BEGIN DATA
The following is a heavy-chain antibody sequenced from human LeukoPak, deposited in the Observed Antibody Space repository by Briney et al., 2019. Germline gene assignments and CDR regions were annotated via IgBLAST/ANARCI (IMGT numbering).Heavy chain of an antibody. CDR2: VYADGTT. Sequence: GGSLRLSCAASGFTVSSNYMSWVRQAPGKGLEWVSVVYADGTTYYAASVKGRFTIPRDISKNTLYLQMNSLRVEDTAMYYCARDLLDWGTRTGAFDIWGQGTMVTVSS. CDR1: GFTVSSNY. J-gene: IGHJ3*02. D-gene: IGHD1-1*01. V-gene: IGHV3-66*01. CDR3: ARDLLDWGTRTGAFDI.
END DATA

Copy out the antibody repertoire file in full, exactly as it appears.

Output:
The following is a heavy-chain antibody sequenced from human LeukoPak, deposited in the Observed Antibody Space repository by Briney et al., 2019. Germline gene assignments and CDR regions were annotated via IgBLAST/ANARCI (IMGT numbering).Heavy chain of an antibody. CDR2: VYADGTT. Sequence: GGSLRLSCAASGFTVSSNYMSWVRQAPGKGLEWVSVVYADGTTYYAASVKGRFTIPRDISKNTLYLQMNSLRVEDTAMYYCARDLLDWGTRTGAFDIWGQGTMVTVSS. CDR1: GFTVSSNY. J-gene: IGHJ3*02. D-gene: IGHD1-1*01. V-gene: IGHV3-66*01. CDR3: ARDLLDWGTRTGAFDI.